📚 Now Reading: Systems Smart Enough to Know They're Not Smart Enough 💡
I would never want to listen to children's Christmas music, especially in May. Anyone who has ever met me could guess that. You know who's too dumb to figure that out? Amazon's Alexa. She tried to play some for me the other day when I was asking her to turn my lamps on.
Smart wallets, cars, teddy bears, bathroom mirrors... today it seems like nearly anything can be "smart." The problem is, so often these things are actually pretty dumb. And while the whole kids holiday music thing is a funny anecdote, much deeper problems can ensue when our smart devices don't know enough to admit when they are just guessing.
Josh Clark (my husband, an advisor to this company, and hands down one of the smartest people I have ever met) details the nuances and implications of this problem in his piece, Systems Smart Enough to Know They're Not Smart Enough. As he succinctly puts it,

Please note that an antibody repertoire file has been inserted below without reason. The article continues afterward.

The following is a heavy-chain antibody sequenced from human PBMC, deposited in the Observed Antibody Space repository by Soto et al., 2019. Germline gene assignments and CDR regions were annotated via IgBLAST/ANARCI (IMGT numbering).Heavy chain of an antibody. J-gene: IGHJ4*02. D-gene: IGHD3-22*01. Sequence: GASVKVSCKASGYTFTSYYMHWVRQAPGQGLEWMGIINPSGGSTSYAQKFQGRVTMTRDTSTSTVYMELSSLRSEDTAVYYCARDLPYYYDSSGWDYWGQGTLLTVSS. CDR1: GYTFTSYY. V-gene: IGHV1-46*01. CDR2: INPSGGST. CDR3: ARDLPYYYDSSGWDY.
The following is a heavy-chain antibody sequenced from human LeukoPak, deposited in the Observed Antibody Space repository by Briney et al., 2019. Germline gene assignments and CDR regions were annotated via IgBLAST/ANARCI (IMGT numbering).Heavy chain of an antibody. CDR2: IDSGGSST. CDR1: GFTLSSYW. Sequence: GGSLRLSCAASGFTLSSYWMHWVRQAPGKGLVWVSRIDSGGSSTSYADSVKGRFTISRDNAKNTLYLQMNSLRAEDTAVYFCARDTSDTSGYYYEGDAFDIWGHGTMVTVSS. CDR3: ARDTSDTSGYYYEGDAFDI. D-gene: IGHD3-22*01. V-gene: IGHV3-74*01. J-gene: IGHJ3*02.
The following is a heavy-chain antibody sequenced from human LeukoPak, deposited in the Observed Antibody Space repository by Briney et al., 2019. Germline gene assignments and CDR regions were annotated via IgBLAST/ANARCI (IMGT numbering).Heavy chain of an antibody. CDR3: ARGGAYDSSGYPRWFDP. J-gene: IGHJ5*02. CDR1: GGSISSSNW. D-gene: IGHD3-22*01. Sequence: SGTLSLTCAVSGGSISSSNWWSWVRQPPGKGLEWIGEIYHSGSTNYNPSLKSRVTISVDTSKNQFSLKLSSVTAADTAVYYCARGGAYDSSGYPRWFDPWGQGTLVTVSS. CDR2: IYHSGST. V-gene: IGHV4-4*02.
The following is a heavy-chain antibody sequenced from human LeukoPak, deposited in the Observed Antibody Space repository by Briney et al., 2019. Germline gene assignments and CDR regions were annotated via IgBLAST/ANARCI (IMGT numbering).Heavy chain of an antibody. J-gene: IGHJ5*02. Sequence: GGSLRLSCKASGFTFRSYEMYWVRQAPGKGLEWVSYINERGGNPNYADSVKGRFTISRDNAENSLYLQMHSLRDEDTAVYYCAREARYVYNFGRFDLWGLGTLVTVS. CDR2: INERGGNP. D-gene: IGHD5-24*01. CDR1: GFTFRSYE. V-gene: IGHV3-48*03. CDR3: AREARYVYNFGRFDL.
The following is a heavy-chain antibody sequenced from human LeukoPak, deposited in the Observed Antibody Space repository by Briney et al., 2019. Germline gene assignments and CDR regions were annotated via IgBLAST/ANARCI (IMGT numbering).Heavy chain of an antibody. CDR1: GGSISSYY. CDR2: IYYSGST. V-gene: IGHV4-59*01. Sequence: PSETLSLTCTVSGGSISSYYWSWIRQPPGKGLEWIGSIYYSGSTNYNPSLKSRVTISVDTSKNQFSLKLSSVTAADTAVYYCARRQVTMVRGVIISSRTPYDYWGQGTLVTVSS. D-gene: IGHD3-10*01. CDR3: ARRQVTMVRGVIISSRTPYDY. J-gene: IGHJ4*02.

Our answer machines have an over-confidence problem.
Voice interfaces, almost by definition, have to have the confidence to give one answer, and even our most web basic searches in Google now come back with what is purported to be the most correct answer. It's the "I Feel Lucky" button without the button or the luck. And if the question is controversial, or the answer is hotly contested ( think of all of the fake news campaigns skewing the data) then the "one true answer" is even more likely to be wrong... or racist, or violence-inciting, or even worse. As Josh writes,
The worst of these cases tend to result in contentious areas where the algorithm has been gamed. In other cases, it’s just straight-up error; Google finds a page with good info but extracts the wrong details from it...
There are clever ways to design around this problem, though, and he does a great job of laying them out. This problem matters immensely to today's designers, but it matters even more to all of us, as day-to-day users of the web. Read it here.